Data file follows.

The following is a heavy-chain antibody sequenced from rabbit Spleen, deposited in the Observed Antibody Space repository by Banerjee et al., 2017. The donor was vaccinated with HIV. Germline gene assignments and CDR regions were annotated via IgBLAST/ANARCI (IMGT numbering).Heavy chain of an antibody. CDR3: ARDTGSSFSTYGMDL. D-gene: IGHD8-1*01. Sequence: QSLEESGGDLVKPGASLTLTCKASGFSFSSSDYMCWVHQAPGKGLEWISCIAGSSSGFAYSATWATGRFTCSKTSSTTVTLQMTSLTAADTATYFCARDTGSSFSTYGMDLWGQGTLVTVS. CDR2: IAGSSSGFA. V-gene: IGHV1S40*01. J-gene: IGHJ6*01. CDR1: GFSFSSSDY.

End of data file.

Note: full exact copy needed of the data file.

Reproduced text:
The following is a heavy-chain antibody sequenced from rabbit Spleen, deposited in the Observed Antibody Space repository by Banerjee et al., 2017. The donor was vaccinated with HIV. Germline gene assignments and CDR regions were annotated via IgBLAST/ANARCI (IMGT numbering).Heavy chain of an antibody. CDR3: ARDTGSSFSTYGMDL. D-gene: IGHD8-1*01. Sequence: QSLEESGGDLVKPGASLTLTCKASGFSFSSSDYMCWVHQAPGKGLEWISCIAGSSSGFAYSATWATGRFTCSKTSSTTVTLQMTSLTAADTATYFCARDTGSSFSTYGMDLWGQGTLVTVS. CDR2: IAGSSSGFA. V-gene: IGHV1S40*01. J-gene: IGHJ6*01. CDR1: GFSFSSSDY.